The Art of Being You: Zoe Heuser

October 15, 2014

The Art of Being You highlights a random individual’s gifts and talents.  Each blog tells the story behind an individual’s life and appreciates them as a valued masterpiece.  

Her arms take hold of the wooden frame that hovers over her body. Her mind goes elsewhere, beyond reality, blending the sounds that both vibrate out of the thick strings and echoe out of the inner craft of the bass. In these moments the boundary between life as it is and a life full of possibilities disappears and left in it’s place are pages riddled with sharps and flats.

The descending legato shifts her posture to release an abrupt fortissimo. Whether it was music class game in fourth grade or destiny that decided her fate is not clear, but senior and bassist Zoe Heuser could not imagine it any other way.

“It just seemed natural,” Heuser said. “I kind of knew I wanted to play bass when I was in fourth grade. [My class] was playing a musical bingo game so that when you heard an instrument’s sound, you had to put a little chip on the name of the instrument. When I heard the sound of the bass, I really liked it. So I kind of waited till sixth grade and then I started first year orchestra.”

Since day one in the sixth grade beginners’ orchestra, Heuser has been committed to music and her bass. Half way through seventh grade and in her second year of orchestra, Heuser made Region Orchestra and also joined the Houston Youth Symphony String Orchestra.

“I realized that it was the kind of the thing I wanted to keep doing for the rest of my life,” Heuser said. “I wanted to do more, and I joined [the Houston Youth Symphony] with another bass player and  just kind of moved up from there. Now this is my third year in the top orchestra, and it has become a fixture in my life. Rehearsal is all of Sunday afternoon, so I’ve got to love it if I am giving up my weekend. Since I enjoyed playing in orchestra so much, it is easy for me to give up my weekends for things.”

As she devoted and immersed herself in music, Heuser began playing higher level pieces and moved up to the top orchestra, Symphony, her freshman year. This past year, Giovanni Bottesini’s composition Elegy proved to be Heuser’s pivotal, maturing piece.

“I had a lot of trouble with the piece because I had switched to a new teacher, and I was in that phase where I was trying to transition from beginning, okay player, who does pretty well, to gearing up to be a major in music for college,” Heuser said. “So it was a really rough time period. I had to get used to my new teacher and a different mind set and whole new set of skills.”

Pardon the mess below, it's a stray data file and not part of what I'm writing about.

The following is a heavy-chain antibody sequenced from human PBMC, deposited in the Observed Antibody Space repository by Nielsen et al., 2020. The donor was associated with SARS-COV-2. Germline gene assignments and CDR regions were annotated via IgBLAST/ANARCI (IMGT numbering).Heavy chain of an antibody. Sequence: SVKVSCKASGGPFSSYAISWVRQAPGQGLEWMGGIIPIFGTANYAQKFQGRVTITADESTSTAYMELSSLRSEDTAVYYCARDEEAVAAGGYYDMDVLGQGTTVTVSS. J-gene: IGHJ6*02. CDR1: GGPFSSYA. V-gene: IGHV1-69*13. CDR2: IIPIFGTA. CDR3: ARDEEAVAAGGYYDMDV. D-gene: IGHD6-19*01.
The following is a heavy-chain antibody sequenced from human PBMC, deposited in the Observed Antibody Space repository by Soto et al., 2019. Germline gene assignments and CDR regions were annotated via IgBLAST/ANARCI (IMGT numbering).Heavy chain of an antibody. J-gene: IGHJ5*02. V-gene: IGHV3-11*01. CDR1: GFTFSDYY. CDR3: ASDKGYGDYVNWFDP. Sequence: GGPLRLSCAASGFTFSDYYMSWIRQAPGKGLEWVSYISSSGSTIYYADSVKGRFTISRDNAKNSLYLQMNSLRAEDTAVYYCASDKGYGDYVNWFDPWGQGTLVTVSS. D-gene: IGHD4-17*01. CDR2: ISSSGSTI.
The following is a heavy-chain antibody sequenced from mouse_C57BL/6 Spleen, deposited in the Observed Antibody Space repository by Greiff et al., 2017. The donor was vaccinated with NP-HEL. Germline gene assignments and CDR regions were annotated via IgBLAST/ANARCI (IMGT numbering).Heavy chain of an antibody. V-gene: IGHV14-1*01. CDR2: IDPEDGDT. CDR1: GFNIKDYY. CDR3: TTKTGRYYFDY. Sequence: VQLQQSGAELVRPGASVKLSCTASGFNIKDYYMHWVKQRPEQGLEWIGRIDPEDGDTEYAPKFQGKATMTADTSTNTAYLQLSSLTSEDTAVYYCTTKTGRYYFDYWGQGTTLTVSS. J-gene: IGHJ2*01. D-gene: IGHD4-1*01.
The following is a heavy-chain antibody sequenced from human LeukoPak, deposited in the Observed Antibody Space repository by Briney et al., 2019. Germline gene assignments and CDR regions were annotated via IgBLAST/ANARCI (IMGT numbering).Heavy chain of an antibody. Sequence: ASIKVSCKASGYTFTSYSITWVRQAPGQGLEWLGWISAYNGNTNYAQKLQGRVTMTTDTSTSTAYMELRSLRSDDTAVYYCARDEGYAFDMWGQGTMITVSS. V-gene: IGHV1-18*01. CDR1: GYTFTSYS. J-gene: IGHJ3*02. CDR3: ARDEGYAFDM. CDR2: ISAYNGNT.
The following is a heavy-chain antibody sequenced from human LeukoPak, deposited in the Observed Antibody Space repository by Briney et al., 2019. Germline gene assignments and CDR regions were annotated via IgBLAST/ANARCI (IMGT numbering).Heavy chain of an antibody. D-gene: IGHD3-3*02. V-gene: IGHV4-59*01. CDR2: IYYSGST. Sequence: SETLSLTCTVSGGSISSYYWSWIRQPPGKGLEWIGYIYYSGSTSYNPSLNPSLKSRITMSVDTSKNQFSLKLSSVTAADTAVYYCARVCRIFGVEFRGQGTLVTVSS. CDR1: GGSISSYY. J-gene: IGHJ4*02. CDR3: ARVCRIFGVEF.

Giving up the majority of her weekend, playing in various orchestras and taking on higher level music was just the start of Heuser’s journey to fill her desire and passion to play. Heuser plans to build her career through music and become a professional bassist.

“My goal really is to perform, but I feel a lot of pressure sometimes to learn something else, like how to teach music, so that I can have that quote-unquote backup job,” Heuser said.

According to Heuser, her parents are supportive of her goals but also urge her to have a backup plan of music management or business relating to music, but Heuser is dedicated to her love for performing.

“I keep doing music,” Heuser said. “That is the most straightforward way to say it. Music has always been consistent for me. I can’t really imagine choosing a different path. ”

For Heuser, playing as a professional is more than music, more than emotion, more than talent: it is a contribution to the world.

“Arts are of a part of human existence,” Heuser said. “They have been, and will be. Even if I am not pioneering new medicines, I am still making human life more human by what I do.”

Additionally, what has kept her passionate towards music is the challenge and excitement it brings to her world.

“[I play] for the awesome moments and even the struggles, because if there weren’t any struggles to overcome, learning a piece wouldn’t be so worth it and would just become going through the motions,” Heuser said. “I am not a very outwardly emotional person. Most of the time I tend to put out the same content face. But a lot of the time, when playing music – and not specifically one event where I just feel like I’m really feeling something  – but every time I perform or rehearse or even practice, playing music lets a little bit of what I keep inside, out.”

After attending Interlochen Arts Camp this past summer in Michigan, Heuser inwardly solidified her career choice. She dreams of performing challenging music in a traveling ensemble.

“Being immersed in music and people who love other arts was probably my favorite part. It was pretty all inspiring. These experiences are my sustenance – it’s how I live,” Heuser said.

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